Sally Swift


Sally Swift is co-creator and Managing Producer of The Splendid Table.  The radio program, podcast and website have been in the vanguard of the movement for food quality and conscientiousness for two decades. 

The show has garnered multiple awards including the James Beard Award for Best National Radio Show (1998, 2008) and the Gracie Allen Award for Best Syndicated Talk Show (2000), and is a four-time recipient of The Clarion Award from Women in Communications(2007, 2008, 2009 and 2010).

Swift is co-author with Lynne Rossetto Kasper of the best-selling The Splendid Table's How To Eat Supper: Recipes, Stories and Opinions from Public Radio's Award-Winning Food Show, and its sister book, How To Eat Weekends: New Recipes, Stories and Opinions (a James Beard Award nominee).  Her writing has appeared in numerous national publications.

Before launching The Splendid Table, Swift worked in film, video and television including stints as a production assistant for Prince and on Comic Relief with Billy Crystal (where Robin Williams offered advice on script editing of lasting value). She also survived a stint as a segment producer in the madness of the 1990’s daily television talk show scene, including The Jenny Jones Show and Johnny B on the Loose with Jonathon Brandmeier, for which she was actually obliged to tie a woman to the windshield of a minivan before sending her through a car wash. 

 After various flirtations with entertainment, Swift fell fully in love with radio when she worked on a series of television shows about A Prairie Home Companion for Disney.

She is an avid gardener, lover of design, serial house re-painter, and cyclist.

Content By This Author

Joe Yonan, author of Eat Your Vegetables, explains the history of mock meat.

We're always game for a good ceremonial burning.

This fish, with its haunting edge of smoke, is a showcase recipe for a beautiful piece of salmon, or other oil-rich fish. 

Mention okonomiyaki to anyone who has spent time in Japan and watch their eyes light up. Washington Post food columnist David Hagedorn recently wrote about the cabbage pancake.
How much salt does meat absorb from a brine? Can you rinse salt off canned vegetables or beans? Which has more salt: french fries or a milkshake?

We have no idea if this dish comes from France, but its clever simplicity feels utterly French to us.

Ann Taylor Pittman, food editor at Cooking Light magazine, had never visited Korea, where her mother was born. At the age of 43 she traveled to Korea with her brother, where she learned more about the country -- and herself.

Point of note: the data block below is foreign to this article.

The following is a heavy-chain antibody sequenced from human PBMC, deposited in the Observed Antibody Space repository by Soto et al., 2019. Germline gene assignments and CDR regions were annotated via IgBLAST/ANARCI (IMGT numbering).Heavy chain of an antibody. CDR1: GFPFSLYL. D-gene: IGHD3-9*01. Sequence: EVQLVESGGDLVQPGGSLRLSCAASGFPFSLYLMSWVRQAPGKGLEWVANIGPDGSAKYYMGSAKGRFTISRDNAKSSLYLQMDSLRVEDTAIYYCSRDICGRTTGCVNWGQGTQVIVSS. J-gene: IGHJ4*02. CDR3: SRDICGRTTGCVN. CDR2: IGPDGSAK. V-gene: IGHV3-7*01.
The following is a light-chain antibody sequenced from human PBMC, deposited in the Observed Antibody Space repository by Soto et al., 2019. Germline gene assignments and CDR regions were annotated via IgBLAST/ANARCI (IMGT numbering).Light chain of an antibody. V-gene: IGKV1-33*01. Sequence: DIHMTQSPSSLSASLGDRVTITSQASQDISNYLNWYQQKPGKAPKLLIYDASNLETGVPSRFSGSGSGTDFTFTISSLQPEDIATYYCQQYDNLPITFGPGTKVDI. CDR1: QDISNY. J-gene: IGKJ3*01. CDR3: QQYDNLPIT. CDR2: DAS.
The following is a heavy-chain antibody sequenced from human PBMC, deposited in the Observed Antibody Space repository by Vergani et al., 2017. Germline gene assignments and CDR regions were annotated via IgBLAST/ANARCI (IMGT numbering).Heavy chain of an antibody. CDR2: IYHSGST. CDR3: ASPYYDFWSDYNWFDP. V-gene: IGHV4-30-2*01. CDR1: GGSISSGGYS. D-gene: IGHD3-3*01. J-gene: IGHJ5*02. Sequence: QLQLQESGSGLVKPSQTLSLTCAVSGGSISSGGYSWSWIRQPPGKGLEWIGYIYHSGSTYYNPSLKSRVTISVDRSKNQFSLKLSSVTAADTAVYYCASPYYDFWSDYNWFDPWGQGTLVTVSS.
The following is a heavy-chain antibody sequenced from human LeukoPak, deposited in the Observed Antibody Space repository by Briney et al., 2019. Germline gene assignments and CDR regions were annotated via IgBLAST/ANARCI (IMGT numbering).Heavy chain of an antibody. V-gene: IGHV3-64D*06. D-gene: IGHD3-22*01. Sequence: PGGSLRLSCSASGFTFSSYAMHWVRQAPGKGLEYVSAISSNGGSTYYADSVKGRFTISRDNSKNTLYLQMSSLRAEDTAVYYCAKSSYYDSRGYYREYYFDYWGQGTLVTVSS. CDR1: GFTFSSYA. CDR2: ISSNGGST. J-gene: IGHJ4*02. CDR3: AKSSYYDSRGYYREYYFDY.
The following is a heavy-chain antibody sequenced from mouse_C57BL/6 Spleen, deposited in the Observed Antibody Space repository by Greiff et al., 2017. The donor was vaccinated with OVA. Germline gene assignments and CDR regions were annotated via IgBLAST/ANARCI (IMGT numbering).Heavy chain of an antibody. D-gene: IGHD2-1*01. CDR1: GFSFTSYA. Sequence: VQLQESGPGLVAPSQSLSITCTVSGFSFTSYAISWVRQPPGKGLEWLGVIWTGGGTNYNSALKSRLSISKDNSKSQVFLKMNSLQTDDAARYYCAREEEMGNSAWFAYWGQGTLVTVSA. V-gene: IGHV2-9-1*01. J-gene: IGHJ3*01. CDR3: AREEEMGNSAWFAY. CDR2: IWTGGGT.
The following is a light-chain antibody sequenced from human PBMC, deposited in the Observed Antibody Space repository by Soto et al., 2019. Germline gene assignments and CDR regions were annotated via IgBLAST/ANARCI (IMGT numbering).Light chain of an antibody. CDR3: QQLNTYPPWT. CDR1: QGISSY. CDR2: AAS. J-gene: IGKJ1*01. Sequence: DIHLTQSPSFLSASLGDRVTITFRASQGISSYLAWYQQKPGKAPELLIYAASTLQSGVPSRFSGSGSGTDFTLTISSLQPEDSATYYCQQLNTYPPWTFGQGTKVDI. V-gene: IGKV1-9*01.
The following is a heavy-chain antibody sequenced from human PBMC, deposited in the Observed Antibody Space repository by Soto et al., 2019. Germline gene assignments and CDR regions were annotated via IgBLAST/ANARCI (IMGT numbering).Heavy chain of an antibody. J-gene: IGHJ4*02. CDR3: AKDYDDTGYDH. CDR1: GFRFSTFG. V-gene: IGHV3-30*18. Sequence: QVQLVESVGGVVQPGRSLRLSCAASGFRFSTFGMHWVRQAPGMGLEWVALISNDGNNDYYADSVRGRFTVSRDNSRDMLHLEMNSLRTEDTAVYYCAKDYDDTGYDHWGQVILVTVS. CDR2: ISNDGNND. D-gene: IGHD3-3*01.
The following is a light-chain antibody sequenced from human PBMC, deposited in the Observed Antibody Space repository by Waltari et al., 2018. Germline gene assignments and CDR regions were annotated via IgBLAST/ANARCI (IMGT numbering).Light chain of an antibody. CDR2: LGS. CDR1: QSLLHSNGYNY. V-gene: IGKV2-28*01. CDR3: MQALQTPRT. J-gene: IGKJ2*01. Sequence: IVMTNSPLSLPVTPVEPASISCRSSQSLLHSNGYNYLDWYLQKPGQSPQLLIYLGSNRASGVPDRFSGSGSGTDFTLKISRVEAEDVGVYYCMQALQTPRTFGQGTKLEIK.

Give an American classic an upgrade. This recipe for onion dip was born of Lynne's first lonely weeks living in Brussels back in the '80s.

Smoked almonds bring new life to the ever-popular salted caramel sundae.

This is one gorgeous salad: Slivered red and white cabbage tossed with ginger, garlic and orange peel -- pure Asian flavors finished off with white and black sesame seeds. 

For those days when you don't want to tend a fire, this is one utterly delicious oven version that will stand up to smoke-roasted ribs any day. 

There is not a woman of any age whose heart will not beat a little more quickly when this gorgeous sweet is placed on the table.

Moist chunks of smoked fish, nubs of tender asparagus and handfuls of fresh herbs come together in this pasta that sings of spring.

Mascarpone is a delicious fresh cow's milk cheese -- it tastes like a cross between whipped cream and cream cheese.

When you have people in the wine business over for dinner, they show up with bottles tightly wrapped in paper bags. They place them on the table, still in the bag, because we must play the Guess the Wine. Never played? Let me explain.

This soup tastes like it comes from Provence's culinary central casting.

A cold winter in the mountains and an abundance of greens inspired filmmaker and author Anna Thomas to create a batch of green soup, which quickly became one of her favorites.
In spite of a shared Mediterranean heritage, Scandinavian tastes lure us in as winter descends. Celebrate anything with this menu. It could be Christmas, the New Year or just an excuse to get everyone around a table.
When her mother developed dementia, Alex Witchel, author of All Gone, held on through love, humor and cooking her mother's dishes.